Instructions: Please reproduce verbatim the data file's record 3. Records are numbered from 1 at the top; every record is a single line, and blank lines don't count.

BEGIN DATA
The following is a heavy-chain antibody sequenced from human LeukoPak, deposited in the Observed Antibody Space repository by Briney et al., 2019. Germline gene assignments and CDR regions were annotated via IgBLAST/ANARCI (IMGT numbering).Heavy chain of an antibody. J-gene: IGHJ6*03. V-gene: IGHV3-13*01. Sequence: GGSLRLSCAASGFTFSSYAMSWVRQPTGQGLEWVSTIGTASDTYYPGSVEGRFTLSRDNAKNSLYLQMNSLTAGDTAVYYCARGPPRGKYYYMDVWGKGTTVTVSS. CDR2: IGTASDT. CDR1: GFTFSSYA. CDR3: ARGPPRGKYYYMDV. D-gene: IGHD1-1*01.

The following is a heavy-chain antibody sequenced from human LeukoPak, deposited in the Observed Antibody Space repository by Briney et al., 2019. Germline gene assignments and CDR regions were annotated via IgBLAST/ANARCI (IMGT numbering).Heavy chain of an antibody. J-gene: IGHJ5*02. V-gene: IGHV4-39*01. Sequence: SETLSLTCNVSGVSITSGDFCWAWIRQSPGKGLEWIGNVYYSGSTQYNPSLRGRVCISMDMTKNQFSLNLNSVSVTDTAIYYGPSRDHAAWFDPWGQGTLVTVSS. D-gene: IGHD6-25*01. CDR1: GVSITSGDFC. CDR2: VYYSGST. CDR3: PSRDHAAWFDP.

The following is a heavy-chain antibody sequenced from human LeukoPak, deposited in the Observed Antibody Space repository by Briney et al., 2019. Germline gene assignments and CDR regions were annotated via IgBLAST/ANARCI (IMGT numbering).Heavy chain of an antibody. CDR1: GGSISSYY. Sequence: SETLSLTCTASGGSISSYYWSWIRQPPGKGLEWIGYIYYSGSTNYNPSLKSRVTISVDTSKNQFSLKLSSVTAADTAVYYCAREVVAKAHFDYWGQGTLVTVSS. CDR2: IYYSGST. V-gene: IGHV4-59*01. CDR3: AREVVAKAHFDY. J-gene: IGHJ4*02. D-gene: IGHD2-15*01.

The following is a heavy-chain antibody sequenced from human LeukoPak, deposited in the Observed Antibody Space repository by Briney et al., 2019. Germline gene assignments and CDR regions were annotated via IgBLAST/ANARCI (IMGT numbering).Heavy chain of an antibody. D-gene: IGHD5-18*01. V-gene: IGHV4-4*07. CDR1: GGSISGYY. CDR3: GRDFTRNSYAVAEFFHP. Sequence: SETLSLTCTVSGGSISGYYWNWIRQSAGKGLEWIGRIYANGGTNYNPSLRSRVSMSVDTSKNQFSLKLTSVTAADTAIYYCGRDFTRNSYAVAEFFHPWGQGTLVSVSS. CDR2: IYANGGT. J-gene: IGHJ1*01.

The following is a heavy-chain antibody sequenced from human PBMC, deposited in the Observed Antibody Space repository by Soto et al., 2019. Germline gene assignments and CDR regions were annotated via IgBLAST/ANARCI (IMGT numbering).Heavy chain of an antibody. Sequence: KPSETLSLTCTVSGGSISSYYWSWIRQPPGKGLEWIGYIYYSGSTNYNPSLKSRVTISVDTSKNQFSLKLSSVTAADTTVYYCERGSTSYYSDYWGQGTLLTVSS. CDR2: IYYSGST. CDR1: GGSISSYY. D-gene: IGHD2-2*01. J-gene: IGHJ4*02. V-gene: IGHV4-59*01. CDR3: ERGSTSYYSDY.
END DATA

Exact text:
The following is a heavy-chain antibody sequenced from human LeukoPak, deposited in the Observed Antibody Space repository by Briney et al., 2019. Germline gene assignments and CDR regions were annotated via IgBLAST/ANARCI (IMGT numbering).Heavy chain of an antibody. CDR1: GGSISSYY. Sequence: SETLSLTCTASGGSISSYYWSWIRQPPGKGLEWIGYIYYSGSTNYNPSLKSRVTISVDTSKNQFSLKLSSVTAADTAVYYCAREVVAKAHFDYWGQGTLVTVSS. CDR2: IYYSGST. V-gene: IGHV4-59*01. CDR3: AREVVAKAHFDY. J-gene: IGHJ4*02. D-gene: IGHD2-15*01.